Art Chicago Opens With Eclectic Art and a Desire to Stand Out From the Pack
By Karen Archey for Artinfo
(April 29, 2011) CHICAGO— While the art world glitterati jet over to Brussels this weekend, a die-hard community of art enthusiasts swarmed Chicago's Merchandise Mart to peruse the perennially precarious Art Chicago and NEXT contemporary art fairs.
The city's longtime main art fair, Art Chicago has gained a reputation in recent years for its lack of pull to international collectors and consequent low sales rates. Once the booming sole competitor to Art Basel in Switzerland in the 1980s, Art Chicago now competes against a gaggle of fairs worldwide — most in more glamorous, coastal locales.
But Art Chicago vice president and Armory Show co-founder Paul Morris isn't scared of the competition. In fact, he sees it as an opportunity to underscore Art Chicago's unique identity.
"Now that we no longer have two fairs worldwide but, say, at least 25, every one of those has to be different to survive," Morris explains. "I can't do an art fair in Chicago and have anyone say I don't need to go to Chicago because I went to FIAC. I want people to say, 'You gotta go to FIAC for x, but you have to go to Chicago for y.'"
If you're wondering what that "y" looks like, you can bet on bitch-n-stitch-esque crafty installations, multi-thousand-dollar Pier 1-looking design objects, a surfeit of sci-fi inspired transhumanist sculpture, and hyperrealist painting on the rather large and sometimes embarrassing end. Morris notes that although there's much capital in the Midwest, it articulates itself in a way unlike that of the coasts or even Brussels — inevitably giving rise to various levels of taste and intellectual rigor in the art involved.
"For those 1/100th of people coming to the fair who are Art Institute of Chicago or MCA trustees traveling constantly and looking for edgier work, their interest can still be sustained," Morris contends, "by some of the material shown by Russell Bowman, Carl Hammer, or Carrie Secrist." And Morris is right: both Art Chicago and NEXT are undoubtedly not without their perks.
More exciting are offerings by Chicago-based gallery Corbett vs. Dempsey featuring local great Robert Lostutter and collaborative works between German abstract painter Albert Oehlen and the eccentric German writer Rainald Goetz. Carl Hammer's booth shows the late Chicago legend Don Baum's labyrinthine dollhouse of paint-by-number on breadboard, appearing curiously similar to the much younger contemporary art-market darling Hernan Bas. Near-breathtaking is 2010 Whitney Biennialist Theaster Gates's series "In the Event of Race Riot" shown at Kavi Gupta. Taking a cue from Gordon Matta-Clark, Gates repurposes molding and other building materials found from demolished buildings from the (predominately black) South Side of Chicago to encase deaccessioned 1960s-era fire hoses.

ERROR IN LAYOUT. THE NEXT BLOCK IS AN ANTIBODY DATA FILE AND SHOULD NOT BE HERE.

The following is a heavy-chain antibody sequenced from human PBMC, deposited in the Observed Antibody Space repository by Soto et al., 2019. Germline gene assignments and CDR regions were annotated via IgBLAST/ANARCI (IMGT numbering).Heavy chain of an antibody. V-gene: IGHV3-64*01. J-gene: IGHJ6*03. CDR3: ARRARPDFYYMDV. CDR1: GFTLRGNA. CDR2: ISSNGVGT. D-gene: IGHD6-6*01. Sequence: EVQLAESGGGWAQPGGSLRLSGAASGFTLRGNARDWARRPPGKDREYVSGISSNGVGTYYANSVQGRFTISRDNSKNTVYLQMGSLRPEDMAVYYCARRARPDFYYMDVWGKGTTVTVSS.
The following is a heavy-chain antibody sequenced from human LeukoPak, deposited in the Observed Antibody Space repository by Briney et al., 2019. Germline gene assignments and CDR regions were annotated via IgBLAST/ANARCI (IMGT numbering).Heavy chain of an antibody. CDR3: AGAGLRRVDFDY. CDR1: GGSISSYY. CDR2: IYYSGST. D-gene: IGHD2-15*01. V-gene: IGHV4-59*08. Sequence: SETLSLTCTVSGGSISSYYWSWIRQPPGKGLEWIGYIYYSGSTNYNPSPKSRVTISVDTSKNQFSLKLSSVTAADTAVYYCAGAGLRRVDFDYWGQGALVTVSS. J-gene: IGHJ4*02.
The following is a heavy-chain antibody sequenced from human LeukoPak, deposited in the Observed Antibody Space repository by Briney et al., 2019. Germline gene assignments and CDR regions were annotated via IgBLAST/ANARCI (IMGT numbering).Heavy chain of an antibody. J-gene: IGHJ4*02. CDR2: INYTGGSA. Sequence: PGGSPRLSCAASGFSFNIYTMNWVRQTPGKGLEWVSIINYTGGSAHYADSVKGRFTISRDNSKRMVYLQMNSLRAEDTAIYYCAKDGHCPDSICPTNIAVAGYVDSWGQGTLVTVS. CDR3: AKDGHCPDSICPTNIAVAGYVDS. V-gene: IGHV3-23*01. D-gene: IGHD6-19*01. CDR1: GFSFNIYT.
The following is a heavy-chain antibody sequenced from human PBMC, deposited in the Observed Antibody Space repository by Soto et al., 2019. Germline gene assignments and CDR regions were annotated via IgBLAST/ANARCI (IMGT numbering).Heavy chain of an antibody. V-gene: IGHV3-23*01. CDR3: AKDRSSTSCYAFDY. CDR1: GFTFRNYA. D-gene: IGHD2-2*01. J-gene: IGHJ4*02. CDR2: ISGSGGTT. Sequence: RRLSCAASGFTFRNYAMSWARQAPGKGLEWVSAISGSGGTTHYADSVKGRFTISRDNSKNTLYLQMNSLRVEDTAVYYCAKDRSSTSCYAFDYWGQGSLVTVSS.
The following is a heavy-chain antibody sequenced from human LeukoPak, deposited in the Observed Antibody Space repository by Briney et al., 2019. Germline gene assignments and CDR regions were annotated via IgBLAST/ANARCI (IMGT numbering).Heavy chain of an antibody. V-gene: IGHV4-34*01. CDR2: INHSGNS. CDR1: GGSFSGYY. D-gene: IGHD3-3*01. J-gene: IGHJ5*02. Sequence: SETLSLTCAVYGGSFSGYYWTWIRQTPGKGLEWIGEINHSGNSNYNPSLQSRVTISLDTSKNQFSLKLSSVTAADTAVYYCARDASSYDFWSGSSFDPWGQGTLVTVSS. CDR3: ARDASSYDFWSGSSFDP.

Returning to Art Chicago for the first time since 2006, the Britain-based Adam Gallery impressed with the all-but-unknown abstractions of Scottish artist Barbara Rae, who aesthetically achieved what we now attribute to Rebecca Morris decades beforehand. Charming secondary market works scatter throughout the fair. Picasso's 1950 paper necktie scribbled with a satyr — perhaps an allusion to a modern day version of the lustful, drunk woodland creature in Greek mythology — also stood out as a favorite, though the diminutive scrap of paper was priced at a cool $98,500.
Speaking of numbers, preliminary sales reports from both Art Chicago and NEXT, the more "edgy" fair committed to emerging art, were highly positive. On opening night works sold ranging from $10,000 to $80,000 — the higher figure belonging to the sale of Victor Manuel Garcia's "Nocturnal Scene of Havana" 1950, by Cuban gallery Cerunda Arte.
Major sales have been reported by Chicago galleries Carl Hammer, McCormick Gallery, Zola/Lieberman, and Kavi Gupta, as well as Woolff Gallery of London. Ken Tyburski, curatorial director of NEXT, reports that most booths in the emerging fair have sold at least one work on opening night, or at least have works on hold.
Adding a little glitz, notable Chicago-based collectors such as Helyn Goldenberg, Michael Alper, Martin Zimmerman, and Penny Pritzker all made appearances. Rumors of an appearance by President Obama's entourage, lingering from his fundraising trip to the city, surfaced but were never confirmed. Meanwhile, street art provocateur Shepard Fairey presented a solo exhibition of designed record cover prints at Robert Berman Gallery of Santa Monica while DJ'ing during the fair's opening night.
Although throughout the decades of its existence, the marketability and quality level of Art Chicago has waxed and waned, one thing has remained the same: its impassioned, proactive art community. Should Chicago's fair desire to break out of its Second City blues, capitalizing on this community and its political sensitivity would seem to be a prescient route.
But to some, Chicago isn't a second or third anything, but a happening, exciting alternative to requisite art world snobbery. "There's something that sounds so unfittingly 'mid' about the Midwest," quips Morris. "Why can't it be called the 'High West'?"